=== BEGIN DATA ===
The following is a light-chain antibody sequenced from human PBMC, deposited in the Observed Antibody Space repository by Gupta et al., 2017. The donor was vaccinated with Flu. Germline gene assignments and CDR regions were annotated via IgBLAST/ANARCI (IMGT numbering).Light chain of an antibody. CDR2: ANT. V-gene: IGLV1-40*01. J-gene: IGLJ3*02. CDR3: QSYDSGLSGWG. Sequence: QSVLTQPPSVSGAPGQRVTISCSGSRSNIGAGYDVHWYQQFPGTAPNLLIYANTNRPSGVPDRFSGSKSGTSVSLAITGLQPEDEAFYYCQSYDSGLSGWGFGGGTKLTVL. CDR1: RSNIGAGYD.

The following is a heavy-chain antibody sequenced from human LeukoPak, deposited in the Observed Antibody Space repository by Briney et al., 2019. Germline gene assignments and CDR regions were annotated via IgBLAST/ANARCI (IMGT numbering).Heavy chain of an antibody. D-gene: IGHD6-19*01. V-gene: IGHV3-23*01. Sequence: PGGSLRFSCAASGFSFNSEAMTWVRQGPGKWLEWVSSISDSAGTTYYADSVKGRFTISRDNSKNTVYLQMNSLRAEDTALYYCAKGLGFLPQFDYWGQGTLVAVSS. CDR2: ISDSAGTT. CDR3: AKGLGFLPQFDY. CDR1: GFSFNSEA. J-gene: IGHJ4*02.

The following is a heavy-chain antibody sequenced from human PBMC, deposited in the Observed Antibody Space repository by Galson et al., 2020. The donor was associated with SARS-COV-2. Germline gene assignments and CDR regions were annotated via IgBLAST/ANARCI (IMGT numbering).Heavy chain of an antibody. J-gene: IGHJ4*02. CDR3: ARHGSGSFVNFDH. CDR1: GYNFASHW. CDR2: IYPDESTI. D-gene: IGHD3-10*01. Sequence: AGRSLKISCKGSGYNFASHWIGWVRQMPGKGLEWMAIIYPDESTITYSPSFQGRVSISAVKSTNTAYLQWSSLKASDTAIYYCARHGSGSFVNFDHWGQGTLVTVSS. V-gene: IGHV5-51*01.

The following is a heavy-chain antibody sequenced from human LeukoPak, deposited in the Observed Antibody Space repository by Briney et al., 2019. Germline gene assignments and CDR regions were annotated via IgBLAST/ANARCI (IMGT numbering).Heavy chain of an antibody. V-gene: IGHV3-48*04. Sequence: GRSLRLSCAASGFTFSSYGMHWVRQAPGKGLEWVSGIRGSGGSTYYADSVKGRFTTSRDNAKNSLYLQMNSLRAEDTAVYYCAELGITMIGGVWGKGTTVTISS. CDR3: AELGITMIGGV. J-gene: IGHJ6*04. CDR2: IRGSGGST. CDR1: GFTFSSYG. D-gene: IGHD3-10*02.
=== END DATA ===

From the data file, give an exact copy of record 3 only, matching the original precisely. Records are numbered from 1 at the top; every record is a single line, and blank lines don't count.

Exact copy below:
The following is a heavy-chain antibody sequenced from human PBMC, deposited in the Observed Antibody Space repository by Galson et al., 2020. The donor was associated with SARS-COV-2. Germline gene assignments and CDR regions were annotated via IgBLAST/ANARCI (IMGT numbering).Heavy chain of an antibody. J-gene: IGHJ4*02. CDR3: ARHGSGSFVNFDH. CDR1: GYNFASHW. CDR2: IYPDESTI. D-gene: IGHD3-10*01. Sequence: AGRSLKISCKGSGYNFASHWIGWVRQMPGKGLEWMAIIYPDESTITYSPSFQGRVSISAVKSTNTAYLQWSSLKASDTAIYYCARHGSGSFVNFDHWGQGTLVTVSS. V-gene: IGHV5-51*01.